Lastly, I wanted to allow students to have some choice for the extension. I allowed them work with a different

number other then 8, and I gave them the choice of picking a new number (12, 16, or 24) Differentiation of interest

will allow students to have a feeling or emotion that causes them to focus on something because it matters to them

or it may just spark a certain interest in some way. Differentiation by interest will allow students to make the lessons

more meaningful and interesting to them, which ill promote learning, especially at the beginning of the unit.

Seating Chart

Guests Seated

Table Arrangement

Perimeter

Area

Mrs. Comfort’s daughter and her husband with 2 children;

Mr. & Mrs. Comfort

6 units

2 units squared

ELED 533 LESSON PLAN FORMAT – Two Lessons from Unit Planning Project

Lesson #2

JMU Elementary Education Program

17.Comparing and exploring perimeter by using physical models of standard units: (Week 1, Lesson 4)

18.Standards

Standard 3:10 – Strand: Measurement

The student will

measure the distance around a polygon in order to determine perimeter;

Geometric measurement: recognize perimeter.

CCSS.MATH.CONTENT.3.MD.D.8

Solve real world and mathematical problems involving perimeters of polygons, including finding the

perimeter given the side lengths, finding an unknown side length, and exhibiting rectangles with the

same perimeter and different areas or with the same area and different perimeters.

19.LEARNING OBJECTIVES

Understand – what are the broad

generalizations/concepts the students

should begin to develop? (These are

typically difficult to assess in one

lesson.)

U1: Students will understand that

smaller parts of area can be used to

find the whole area of a polygon and

smaller parts of perimeter can be used

to find the entire perimeter of a

polygon.

**Know – what are the tools, vocabulary,
**

symbols, etc. the students will gain

through this lesson? (These “knows”

must be assessed in your lesson.)

**Do – what are the specific thinking
**

behaviors/procedures students will be

able to do through this lesson? (These

will also be assessed in your lesson.)

**K2: Perimeter- measures the distance
**

around a polygon. Measured in units.

K8: Tools: graph paper, tiles

**D1: Students will measure each side of
**

a variety of polygons and add the

measures of the sides to determine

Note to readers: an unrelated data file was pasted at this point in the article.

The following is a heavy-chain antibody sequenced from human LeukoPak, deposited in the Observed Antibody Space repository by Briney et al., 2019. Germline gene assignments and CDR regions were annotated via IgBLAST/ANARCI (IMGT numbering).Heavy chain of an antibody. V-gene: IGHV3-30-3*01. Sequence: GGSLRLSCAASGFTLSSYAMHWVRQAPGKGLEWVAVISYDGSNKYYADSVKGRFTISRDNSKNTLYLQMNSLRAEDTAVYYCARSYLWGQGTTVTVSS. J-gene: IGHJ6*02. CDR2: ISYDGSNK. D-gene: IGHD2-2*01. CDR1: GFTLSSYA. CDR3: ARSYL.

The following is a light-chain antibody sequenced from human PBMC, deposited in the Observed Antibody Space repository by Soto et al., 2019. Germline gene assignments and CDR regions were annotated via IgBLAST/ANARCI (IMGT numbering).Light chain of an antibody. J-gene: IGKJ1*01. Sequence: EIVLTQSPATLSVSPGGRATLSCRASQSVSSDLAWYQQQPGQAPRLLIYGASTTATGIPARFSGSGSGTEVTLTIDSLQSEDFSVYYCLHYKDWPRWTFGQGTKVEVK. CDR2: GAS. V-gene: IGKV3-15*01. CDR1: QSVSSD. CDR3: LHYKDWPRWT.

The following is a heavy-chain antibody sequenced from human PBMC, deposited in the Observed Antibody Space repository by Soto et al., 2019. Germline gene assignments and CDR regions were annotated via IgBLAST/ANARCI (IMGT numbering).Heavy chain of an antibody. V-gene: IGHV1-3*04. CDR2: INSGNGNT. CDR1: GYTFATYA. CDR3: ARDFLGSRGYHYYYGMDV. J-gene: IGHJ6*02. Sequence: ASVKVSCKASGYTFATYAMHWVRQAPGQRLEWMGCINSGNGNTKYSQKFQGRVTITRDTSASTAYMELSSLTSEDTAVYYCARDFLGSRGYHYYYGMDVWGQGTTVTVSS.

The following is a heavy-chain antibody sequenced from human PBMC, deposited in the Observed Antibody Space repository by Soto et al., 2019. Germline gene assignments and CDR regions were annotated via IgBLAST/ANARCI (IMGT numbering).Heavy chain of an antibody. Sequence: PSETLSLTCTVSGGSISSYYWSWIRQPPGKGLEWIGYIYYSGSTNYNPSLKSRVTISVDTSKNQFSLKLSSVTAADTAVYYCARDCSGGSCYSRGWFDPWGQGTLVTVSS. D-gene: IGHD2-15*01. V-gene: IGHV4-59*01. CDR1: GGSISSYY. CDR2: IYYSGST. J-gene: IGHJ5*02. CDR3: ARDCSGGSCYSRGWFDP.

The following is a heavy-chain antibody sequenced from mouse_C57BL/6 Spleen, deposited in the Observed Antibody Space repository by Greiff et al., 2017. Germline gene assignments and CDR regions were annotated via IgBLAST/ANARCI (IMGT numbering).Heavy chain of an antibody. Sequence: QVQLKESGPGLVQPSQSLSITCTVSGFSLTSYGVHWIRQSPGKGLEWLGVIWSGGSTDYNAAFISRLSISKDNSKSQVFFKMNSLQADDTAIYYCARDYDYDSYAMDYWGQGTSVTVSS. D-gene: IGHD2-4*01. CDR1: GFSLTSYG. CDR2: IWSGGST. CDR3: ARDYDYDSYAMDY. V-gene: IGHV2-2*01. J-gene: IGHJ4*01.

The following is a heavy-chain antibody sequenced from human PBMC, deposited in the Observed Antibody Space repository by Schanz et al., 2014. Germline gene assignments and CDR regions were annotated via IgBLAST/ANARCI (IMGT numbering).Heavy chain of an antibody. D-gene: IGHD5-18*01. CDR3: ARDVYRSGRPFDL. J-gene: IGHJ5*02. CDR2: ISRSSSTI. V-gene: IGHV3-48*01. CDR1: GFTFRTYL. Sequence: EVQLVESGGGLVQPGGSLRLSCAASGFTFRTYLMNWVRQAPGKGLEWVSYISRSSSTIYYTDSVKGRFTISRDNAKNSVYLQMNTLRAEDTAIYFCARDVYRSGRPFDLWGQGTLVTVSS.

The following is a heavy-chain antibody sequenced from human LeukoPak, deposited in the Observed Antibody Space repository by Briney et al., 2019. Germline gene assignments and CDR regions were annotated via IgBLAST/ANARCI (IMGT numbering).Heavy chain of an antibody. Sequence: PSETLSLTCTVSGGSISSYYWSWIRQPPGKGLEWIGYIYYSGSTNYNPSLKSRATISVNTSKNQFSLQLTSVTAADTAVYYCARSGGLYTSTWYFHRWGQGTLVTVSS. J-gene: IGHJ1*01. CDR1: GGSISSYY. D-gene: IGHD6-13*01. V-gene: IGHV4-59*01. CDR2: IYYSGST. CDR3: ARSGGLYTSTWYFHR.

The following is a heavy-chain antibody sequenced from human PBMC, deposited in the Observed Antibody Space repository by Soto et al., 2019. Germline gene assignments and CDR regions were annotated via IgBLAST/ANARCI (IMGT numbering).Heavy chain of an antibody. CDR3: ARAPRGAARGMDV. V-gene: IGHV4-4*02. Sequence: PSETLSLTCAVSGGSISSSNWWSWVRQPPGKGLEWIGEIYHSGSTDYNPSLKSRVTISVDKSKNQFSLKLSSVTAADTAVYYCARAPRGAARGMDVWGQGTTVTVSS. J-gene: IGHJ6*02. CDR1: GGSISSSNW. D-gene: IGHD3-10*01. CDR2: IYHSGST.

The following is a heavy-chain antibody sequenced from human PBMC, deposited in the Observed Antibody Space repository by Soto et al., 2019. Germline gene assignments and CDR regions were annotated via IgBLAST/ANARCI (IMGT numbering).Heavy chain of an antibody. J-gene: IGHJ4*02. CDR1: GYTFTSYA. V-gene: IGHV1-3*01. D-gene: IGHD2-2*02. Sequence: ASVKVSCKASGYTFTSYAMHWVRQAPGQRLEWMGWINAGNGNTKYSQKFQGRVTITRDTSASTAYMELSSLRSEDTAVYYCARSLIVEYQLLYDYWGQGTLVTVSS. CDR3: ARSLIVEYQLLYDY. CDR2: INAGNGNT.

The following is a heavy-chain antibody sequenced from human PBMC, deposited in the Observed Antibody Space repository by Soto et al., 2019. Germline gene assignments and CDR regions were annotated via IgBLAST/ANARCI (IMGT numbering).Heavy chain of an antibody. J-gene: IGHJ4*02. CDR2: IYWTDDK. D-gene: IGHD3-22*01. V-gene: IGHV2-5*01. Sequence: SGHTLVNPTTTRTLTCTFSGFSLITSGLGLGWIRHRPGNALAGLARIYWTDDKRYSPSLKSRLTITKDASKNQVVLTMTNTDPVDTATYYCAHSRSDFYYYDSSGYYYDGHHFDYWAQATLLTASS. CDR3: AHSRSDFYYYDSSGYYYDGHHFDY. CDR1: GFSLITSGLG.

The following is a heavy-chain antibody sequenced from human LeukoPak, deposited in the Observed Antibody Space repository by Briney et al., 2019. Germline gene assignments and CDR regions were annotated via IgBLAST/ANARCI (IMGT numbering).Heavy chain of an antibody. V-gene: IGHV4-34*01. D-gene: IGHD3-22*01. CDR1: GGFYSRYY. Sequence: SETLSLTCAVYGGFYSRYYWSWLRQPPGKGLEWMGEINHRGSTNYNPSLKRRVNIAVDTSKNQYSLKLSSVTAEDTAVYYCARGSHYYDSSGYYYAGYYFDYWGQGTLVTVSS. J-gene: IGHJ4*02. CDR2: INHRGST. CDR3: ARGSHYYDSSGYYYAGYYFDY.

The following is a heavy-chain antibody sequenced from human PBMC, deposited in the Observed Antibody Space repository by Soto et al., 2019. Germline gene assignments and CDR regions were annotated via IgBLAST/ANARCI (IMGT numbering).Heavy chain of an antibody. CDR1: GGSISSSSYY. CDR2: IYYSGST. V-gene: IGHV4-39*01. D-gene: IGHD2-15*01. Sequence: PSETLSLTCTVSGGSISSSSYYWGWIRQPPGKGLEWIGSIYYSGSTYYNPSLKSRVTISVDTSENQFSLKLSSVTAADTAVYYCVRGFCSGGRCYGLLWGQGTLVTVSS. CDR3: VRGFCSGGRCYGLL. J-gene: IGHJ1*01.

the perimeter of each polygon.

**20.ASSESSING LEARNING
**

Remember – every objective must be assessed for every student during the lessons!

Objective

Assessment Tool

What documentation will you have for each

student?

Data Collected

What will your students do and say,

specifically, that indicate each student has

achieved your objectives?

**K2: Perimeter- measures the distance
**

around a polygon. Measured in units.

K8: Tools: graph paper, tiles

D1: Students will measure each side

**Centers Recording Sheet: I will collect
**

the recording sheets that each student

completes at each of the centers.

Student Monitoring Sheet/Observation:

As students work in the math centers,

I will walk around observe/listen in on

student discussions. I will take note of

when I see a student really

understanding the math concepts and

I will take note of which students seem

to be confused about a math concept.

While observing, I will ask students,

“What is perimeter?” and I will see

what students say.

Centers Recording Sheet: I will collect

the recording sheets that each student

completes at each of the centers.

Student Monitoring Sheet/Observation:

As students work in the math centers,

I will walk around observe/listen in on

student discussions. I will take note of

when I see a student really

understanding the math concepts and

I will take note of which students seem

to be confused about a math concept.

While observing, I can ask students

how graph paper and tiles can help us

find the perimeter of a polygon.

Centers Recording Sheet: I will collect

**If students correctly find the perimeter
**

on the recording sheets, then it will

tell me that they know what perimeter

is. When observing, I will look to see

how students are finding perimeter. I

will listen in on student conversations

if they talk about perimeter. I will

listen to see if they know what

perimeter when they use the term in

conversation. If students say that

perimeter measure the distance

around a polygon, then they will

achieve this objective.

Students will use graph paper and

tiles throughout the math centers. I

will collect any graph paper the

students use. I will observe to see how

students are using the tiles to find the

perimeter. I will make note of who is

using the tools correctly and who is

not using the tools correctly.

If students say that tiles can help us

find the perimeter by laying tiles

around a book and counting them up

by using the tile sides, then they will

show that they know how tiles can be

used to find perimeter. If students say

that graph paper can be used to find

perimeter by counting the square

units, sides just like the tiles, then

students will achieve this objective.

I will look on the recording sheets to

**of a variety of polygons and add the
**

measures of the sides to determine

the perimeter of each polygon.

**U1: Students will understand that
**

smaller parts of area can be used to

find the whole area of a polygon and

smaller parts of perimeter can be